Crescent Moon Cafe

LET’S HAVE LUNCH. A city in the Sierra Madre, Antipolo has that air and topography of a mountain resort. Being close to Metro Manila cities, its weekends are usually crowded with urban folks longing for that quick rejuvenating drive to the countryside.

It was already past lunch time when we arrived in Antipolo City to attend the opening of an art exhibit at Pinto Art Museum when an agreeable invitation came from artist Riel Hilario, ‘Let’s have lunch at Crescent Moon Cafe. I’ll introduce you to Tita Lanelle.’

POTTER’S WAREHOUSE. Crescent Moon Cafe and Studio Pottery is a place that anyone would love to be invited for lunch at because of the eat-all-you can buffet and the food that is served in coveted stoneware ceramics designed and handmade by celebrated potter Lanelle Abueva-Fernando.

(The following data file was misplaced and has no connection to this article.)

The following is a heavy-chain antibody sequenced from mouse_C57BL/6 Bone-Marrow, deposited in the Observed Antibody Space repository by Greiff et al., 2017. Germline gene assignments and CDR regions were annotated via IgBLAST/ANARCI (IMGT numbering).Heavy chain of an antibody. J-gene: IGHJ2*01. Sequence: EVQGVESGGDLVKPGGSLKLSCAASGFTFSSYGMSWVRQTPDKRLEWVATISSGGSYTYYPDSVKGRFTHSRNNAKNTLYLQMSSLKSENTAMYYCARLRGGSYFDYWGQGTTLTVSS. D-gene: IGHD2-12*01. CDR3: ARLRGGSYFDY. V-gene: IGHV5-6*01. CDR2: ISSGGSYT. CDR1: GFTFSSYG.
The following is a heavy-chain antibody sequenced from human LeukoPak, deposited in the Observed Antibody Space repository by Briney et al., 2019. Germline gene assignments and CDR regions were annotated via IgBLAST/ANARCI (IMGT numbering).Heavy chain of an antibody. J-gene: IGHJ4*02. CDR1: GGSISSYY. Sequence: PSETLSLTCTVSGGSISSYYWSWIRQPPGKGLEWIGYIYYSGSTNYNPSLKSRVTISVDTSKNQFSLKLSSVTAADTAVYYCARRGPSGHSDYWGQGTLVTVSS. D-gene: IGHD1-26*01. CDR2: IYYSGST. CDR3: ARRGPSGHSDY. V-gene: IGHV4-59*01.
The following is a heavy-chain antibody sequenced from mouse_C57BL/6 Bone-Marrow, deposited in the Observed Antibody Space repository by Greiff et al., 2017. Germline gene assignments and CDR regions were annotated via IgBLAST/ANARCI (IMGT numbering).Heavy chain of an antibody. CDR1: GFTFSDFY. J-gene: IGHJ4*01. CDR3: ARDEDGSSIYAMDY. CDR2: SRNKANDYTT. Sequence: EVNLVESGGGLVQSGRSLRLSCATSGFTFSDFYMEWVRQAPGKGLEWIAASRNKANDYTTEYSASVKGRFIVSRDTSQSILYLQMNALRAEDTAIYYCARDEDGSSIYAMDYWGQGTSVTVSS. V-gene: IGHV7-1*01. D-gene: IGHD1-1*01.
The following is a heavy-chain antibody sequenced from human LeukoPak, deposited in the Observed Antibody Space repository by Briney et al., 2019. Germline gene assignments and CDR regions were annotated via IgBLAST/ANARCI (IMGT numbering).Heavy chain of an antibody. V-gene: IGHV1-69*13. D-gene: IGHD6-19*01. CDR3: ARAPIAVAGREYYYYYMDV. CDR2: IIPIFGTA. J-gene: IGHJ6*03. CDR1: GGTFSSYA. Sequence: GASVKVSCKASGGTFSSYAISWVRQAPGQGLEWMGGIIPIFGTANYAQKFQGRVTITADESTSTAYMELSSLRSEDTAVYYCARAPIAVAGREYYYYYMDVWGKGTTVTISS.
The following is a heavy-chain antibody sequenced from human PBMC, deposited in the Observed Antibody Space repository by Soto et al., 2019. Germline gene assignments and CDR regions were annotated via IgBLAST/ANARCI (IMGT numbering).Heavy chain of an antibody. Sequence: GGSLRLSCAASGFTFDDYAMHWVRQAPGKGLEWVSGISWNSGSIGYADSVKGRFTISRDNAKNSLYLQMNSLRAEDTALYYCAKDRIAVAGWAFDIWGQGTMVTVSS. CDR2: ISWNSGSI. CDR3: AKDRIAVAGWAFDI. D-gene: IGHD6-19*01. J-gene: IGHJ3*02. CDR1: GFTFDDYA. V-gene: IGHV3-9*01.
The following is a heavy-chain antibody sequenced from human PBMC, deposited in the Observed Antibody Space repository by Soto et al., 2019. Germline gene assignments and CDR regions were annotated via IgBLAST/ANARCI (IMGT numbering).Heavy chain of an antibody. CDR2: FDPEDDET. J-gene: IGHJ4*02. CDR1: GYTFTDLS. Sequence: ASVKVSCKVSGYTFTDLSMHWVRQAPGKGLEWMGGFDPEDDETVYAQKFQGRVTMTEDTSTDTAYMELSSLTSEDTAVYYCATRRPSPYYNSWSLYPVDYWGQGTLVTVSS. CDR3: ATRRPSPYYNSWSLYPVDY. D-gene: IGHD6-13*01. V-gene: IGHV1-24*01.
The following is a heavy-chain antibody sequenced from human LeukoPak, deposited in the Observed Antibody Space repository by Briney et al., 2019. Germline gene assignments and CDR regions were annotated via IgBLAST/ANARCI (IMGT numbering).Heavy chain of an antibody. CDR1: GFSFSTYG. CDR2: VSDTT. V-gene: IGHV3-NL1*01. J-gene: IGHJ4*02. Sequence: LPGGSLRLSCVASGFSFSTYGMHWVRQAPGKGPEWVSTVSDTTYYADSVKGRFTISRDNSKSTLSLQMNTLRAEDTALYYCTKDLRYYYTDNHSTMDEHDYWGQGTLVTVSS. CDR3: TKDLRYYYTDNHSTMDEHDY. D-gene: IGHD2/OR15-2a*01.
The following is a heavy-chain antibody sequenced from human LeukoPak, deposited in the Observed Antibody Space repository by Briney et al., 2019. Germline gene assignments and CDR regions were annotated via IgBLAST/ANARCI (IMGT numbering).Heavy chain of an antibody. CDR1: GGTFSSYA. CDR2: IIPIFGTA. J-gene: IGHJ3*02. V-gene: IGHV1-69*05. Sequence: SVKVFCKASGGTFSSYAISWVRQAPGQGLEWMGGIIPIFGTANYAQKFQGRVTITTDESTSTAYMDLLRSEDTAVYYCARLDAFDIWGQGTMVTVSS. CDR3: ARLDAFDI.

From Pinto Museum, we headed towards Sitio Purugan. There we veered away from the main road then entered a gardened compound tucked away in a suburban neighborhood. We walked inside a warehouse filled with unglazed cups, bowls, plates, and saucers in different forms and sizes.

FRIENDLY KOIS. We walked through the garden following a foot path. All over the ground were curious objects that captures our delight for handmade and folk arts like the deformed wine bottles repurposed as outdoor decorations and the wind chimes made of clay and seashells. In front of the main dining hall is a fish pond with friendly kois that come to the surface inviting visitors to give them a pat on the head. It was revealed later to us that the pond was a crater made by a World War II bomb.